Michael Gruber is one of the more original of all mystery writers, His wonderful brain takes the reader to all kinds of places, almost always an unexpected one. The Return is no different, following book editor Marder after a diagnosis of fatal cancer. Marder decides to spend his last days in Mexico, returning to the tiny birthplace of his beloved and now dead wife.
He doesn’t want to burden anyone with his illness, so he cashes out (he has a large stash, despite his profession as an editor), buys a house in Playa Diamente, Mexico, severs ties and heads out in a camper. Unbidden, a (scary) old buddy of his, Paul Skelly, turns up and refuses to be shaken no matter what.
As the two men arrive in Playa Diamente and scope out Marder’s new house – beautiful, and complete with servants – it has a few less desirable traits, like squatters and a drug cartel that wants his land.
Gruber skillfully ties the story in the present – an increasingly violent and desperate one, where almost no one can be trusted – to his desperate and violent days in Vietnam on the Ho Chi Minh trail, where almost no one can be trusted. It was in Vietnam the young Marder encountered the more seasoned and dangerous Skelly. A lifelong bond based on mutual respect and extreme loyalty was formed in the jungles of Vietnam, and it’s now been transferred to the jungles of Mexico.
As the story unfolds – one where Marder establishes a little village for the squatters on his property while fending off the increasingly violent attacks of the drug lords – the story of his past with his wife is teased out. He’s estranged from his son but his daughter becomes curious and tracks him down. Gruber is no slouch when it comes to writing a kick-ass woman character, and Marder’s daughter, a scientist with a curious mind, is no exception.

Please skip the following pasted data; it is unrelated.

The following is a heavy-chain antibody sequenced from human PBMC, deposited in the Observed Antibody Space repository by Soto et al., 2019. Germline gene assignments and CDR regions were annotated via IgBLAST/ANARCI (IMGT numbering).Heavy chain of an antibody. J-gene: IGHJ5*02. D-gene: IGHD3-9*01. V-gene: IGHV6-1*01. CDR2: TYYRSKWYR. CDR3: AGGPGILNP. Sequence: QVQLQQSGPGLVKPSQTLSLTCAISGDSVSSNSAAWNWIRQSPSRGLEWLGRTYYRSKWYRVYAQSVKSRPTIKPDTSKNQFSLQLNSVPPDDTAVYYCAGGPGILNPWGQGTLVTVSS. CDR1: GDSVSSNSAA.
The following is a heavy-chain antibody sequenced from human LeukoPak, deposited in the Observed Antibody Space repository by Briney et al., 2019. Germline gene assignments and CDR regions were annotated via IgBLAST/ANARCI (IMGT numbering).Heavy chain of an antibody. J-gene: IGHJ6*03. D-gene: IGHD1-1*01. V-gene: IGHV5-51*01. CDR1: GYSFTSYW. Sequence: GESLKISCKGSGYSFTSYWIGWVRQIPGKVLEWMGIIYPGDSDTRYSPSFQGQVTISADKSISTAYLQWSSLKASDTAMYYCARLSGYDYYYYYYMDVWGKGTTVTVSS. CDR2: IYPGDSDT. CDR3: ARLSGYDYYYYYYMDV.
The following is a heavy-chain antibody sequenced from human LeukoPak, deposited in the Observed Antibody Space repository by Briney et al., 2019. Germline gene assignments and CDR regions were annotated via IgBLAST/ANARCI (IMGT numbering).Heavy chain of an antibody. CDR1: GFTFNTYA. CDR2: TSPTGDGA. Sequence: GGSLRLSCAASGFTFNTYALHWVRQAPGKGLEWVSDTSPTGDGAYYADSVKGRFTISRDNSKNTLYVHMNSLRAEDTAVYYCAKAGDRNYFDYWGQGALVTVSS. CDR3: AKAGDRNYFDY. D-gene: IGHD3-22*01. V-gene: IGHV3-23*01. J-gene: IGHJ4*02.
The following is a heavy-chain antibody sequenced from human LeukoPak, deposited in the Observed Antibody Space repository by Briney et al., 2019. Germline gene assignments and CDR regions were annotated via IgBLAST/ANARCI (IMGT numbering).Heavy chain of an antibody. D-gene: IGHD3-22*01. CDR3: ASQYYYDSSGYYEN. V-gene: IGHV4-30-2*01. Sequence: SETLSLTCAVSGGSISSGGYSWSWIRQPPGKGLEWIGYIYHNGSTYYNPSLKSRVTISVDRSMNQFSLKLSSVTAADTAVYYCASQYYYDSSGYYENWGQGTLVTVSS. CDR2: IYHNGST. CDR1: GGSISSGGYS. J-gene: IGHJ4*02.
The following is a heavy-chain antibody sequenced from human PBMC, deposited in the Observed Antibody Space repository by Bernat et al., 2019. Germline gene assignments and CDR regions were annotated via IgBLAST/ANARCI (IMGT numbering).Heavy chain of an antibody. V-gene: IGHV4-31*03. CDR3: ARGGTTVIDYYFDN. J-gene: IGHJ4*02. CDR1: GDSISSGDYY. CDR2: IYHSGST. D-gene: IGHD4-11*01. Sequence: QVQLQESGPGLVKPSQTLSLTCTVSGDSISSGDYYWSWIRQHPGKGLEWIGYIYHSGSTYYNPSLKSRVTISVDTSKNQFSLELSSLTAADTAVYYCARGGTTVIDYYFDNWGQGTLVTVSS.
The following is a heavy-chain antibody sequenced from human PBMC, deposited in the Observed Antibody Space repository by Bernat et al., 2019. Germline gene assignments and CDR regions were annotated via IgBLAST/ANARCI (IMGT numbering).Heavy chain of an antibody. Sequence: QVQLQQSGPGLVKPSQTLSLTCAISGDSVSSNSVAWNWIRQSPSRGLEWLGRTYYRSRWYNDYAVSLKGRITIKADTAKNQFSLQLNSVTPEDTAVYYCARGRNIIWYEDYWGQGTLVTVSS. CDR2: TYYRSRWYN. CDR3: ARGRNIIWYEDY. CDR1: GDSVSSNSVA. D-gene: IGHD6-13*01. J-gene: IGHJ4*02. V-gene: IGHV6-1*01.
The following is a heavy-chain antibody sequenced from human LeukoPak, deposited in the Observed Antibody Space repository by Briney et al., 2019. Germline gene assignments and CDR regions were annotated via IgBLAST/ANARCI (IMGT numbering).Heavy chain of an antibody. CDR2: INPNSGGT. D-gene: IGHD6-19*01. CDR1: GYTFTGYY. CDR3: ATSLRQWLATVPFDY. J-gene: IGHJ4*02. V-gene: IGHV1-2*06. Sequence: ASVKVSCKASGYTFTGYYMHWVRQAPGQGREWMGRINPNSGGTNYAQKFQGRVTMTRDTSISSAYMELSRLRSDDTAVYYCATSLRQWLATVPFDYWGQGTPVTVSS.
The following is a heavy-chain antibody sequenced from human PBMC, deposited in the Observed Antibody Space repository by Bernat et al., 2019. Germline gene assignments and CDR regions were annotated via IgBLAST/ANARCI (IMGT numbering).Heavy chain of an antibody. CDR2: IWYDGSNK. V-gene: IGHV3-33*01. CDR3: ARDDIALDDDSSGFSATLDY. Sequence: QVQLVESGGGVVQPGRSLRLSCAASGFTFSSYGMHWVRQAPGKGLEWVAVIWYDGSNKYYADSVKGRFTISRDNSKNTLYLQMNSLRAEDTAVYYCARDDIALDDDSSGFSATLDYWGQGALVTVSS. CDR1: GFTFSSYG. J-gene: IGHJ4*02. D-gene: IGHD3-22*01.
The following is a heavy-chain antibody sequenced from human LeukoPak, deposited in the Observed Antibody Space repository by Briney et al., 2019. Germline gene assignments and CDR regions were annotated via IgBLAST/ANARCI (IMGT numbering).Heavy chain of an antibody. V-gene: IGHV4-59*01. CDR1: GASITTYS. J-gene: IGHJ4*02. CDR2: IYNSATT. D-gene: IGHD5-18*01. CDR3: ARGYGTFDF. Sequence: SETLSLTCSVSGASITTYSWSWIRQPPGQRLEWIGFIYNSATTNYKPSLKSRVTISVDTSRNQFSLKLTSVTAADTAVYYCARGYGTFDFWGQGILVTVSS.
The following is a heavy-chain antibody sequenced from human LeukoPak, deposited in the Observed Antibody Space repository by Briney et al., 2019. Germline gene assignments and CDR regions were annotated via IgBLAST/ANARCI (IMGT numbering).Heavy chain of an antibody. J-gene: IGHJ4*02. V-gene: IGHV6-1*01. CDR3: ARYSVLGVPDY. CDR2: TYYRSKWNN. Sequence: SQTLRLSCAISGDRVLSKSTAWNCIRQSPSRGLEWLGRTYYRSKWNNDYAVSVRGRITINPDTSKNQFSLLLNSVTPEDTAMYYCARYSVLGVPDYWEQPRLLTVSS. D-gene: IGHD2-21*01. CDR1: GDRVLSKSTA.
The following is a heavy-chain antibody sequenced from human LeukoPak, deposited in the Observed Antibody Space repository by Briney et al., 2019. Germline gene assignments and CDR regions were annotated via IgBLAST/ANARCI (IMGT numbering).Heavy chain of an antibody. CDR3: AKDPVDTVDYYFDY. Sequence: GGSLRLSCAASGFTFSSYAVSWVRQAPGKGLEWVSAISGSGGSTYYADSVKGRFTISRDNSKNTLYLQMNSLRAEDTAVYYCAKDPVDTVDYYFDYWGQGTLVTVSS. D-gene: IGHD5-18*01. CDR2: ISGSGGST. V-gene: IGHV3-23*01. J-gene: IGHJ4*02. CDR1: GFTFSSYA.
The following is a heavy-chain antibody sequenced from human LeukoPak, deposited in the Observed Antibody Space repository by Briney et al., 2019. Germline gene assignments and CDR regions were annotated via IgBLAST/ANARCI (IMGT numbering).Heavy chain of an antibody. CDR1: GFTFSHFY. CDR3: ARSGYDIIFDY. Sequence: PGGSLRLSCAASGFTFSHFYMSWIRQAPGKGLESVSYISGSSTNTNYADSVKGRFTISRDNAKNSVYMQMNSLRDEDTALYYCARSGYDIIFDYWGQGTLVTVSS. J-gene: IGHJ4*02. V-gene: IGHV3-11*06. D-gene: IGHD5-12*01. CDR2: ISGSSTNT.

All of the side bars in the story taken by Gruber as he unfurls his narrative are fascinating ones, and, as in all Gruber novels, you’re treated to the author’s often profound thoughts on various topics. In this one, the central topic is death, but there are thoughts on marriage, love, parenthood, children, friendship, loyalty, war and becoming a man and what that means to someone who is looking backward.
While Gruber is frequently thoughtful and thought provoking, he’s also a great thriller writer, and this novel has all the tension and excitement that any suspense fan could desire. The fact that as a reader you’re getting a little more mental bang for your buck is icing on the cake. Sit back and enjoy the ride.